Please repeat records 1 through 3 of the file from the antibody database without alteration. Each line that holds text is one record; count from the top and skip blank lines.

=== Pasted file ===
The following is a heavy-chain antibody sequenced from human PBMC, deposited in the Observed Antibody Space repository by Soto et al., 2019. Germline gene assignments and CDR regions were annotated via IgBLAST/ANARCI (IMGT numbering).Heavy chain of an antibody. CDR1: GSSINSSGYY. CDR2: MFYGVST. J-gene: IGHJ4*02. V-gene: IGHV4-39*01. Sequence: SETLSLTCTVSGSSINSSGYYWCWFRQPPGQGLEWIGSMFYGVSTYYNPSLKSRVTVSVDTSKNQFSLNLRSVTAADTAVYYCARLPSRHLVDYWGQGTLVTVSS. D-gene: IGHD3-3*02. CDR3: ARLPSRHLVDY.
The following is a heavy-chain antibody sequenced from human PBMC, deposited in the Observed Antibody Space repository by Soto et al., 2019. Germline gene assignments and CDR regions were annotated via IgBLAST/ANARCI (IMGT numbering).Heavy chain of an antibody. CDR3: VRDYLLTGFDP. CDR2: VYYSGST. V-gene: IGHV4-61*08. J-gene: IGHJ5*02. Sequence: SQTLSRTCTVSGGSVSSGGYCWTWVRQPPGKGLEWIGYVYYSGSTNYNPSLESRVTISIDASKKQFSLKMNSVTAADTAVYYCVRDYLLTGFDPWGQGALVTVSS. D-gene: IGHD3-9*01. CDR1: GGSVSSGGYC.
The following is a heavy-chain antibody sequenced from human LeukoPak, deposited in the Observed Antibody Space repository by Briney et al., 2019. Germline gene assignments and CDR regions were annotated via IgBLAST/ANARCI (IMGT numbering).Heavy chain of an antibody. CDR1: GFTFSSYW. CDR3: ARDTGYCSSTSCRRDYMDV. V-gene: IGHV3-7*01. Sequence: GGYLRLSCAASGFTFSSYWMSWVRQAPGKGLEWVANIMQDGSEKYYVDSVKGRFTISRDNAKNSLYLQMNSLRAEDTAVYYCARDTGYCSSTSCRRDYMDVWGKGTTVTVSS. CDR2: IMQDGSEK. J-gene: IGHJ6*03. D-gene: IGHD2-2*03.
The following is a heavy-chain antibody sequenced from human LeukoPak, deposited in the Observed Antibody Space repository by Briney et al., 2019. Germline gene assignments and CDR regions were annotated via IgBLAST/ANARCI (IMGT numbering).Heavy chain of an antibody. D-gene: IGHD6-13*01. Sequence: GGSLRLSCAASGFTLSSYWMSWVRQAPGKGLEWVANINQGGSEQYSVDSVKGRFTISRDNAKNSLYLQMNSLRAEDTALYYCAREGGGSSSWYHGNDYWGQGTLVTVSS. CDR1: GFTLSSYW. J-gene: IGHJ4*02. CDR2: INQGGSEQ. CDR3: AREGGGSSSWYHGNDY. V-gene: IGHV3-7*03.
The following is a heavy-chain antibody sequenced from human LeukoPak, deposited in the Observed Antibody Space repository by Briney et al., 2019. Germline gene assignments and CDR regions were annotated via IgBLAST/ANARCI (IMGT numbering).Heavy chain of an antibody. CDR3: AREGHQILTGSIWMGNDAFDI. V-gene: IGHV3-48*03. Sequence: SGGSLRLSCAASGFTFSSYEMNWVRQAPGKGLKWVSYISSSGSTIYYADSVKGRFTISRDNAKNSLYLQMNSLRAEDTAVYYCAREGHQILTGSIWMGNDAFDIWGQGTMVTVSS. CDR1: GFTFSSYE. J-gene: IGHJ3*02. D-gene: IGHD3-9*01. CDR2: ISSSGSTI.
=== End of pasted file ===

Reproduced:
The following is a heavy-chain antibody sequenced from human PBMC, deposited in the Observed Antibody Space repository by Soto et al., 2019. Germline gene assignments and CDR regions were annotated via IgBLAST/ANARCI (IMGT numbering).Heavy chain of an antibody. CDR1: GSSINSSGYY. CDR2: MFYGVST. J-gene: IGHJ4*02. V-gene: IGHV4-39*01. Sequence: SETLSLTCTVSGSSINSSGYYWCWFRQPPGQGLEWIGSMFYGVSTYYNPSLKSRVTVSVDTSKNQFSLNLRSVTAADTAVYYCARLPSRHLVDYWGQGTLVTVSS. D-gene: IGHD3-3*02. CDR3: ARLPSRHLVDY.
The following is a heavy-chain antibody sequenced from human PBMC, deposited in the Observed Antibody Space repository by Soto et al., 2019. Germline gene assignments and CDR regions were annotated via IgBLAST/ANARCI (IMGT numbering).Heavy chain of an antibody. CDR3: VRDYLLTGFDP. CDR2: VYYSGST. V-gene: IGHV4-61*08. J-gene: IGHJ5*02. Sequence: SQTLSRTCTVSGGSVSSGGYCWTWVRQPPGKGLEWIGYVYYSGSTNYNPSLESRVTISIDASKKQFSLKMNSVTAADTAVYYCVRDYLLTGFDPWGQGALVTVSS. D-gene: IGHD3-9*01. CDR1: GGSVSSGGYC.
The following is a heavy-chain antibody sequenced from human LeukoPak, deposited in the Observed Antibody Space repository by Briney et al., 2019. Germline gene assignments and CDR regions were annotated via IgBLAST/ANARCI (IMGT numbering).Heavy chain of an antibody. CDR1: GFTFSSYW. CDR3: ARDTGYCSSTSCRRDYMDV. V-gene: IGHV3-7*01. Sequence: GGYLRLSCAASGFTFSSYWMSWVRQAPGKGLEWVANIMQDGSEKYYVDSVKGRFTISRDNAKNSLYLQMNSLRAEDTAVYYCARDTGYCSSTSCRRDYMDVWGKGTTVTVSS. CDR2: IMQDGSEK. J-gene: IGHJ6*03. D-gene: IGHD2-2*03.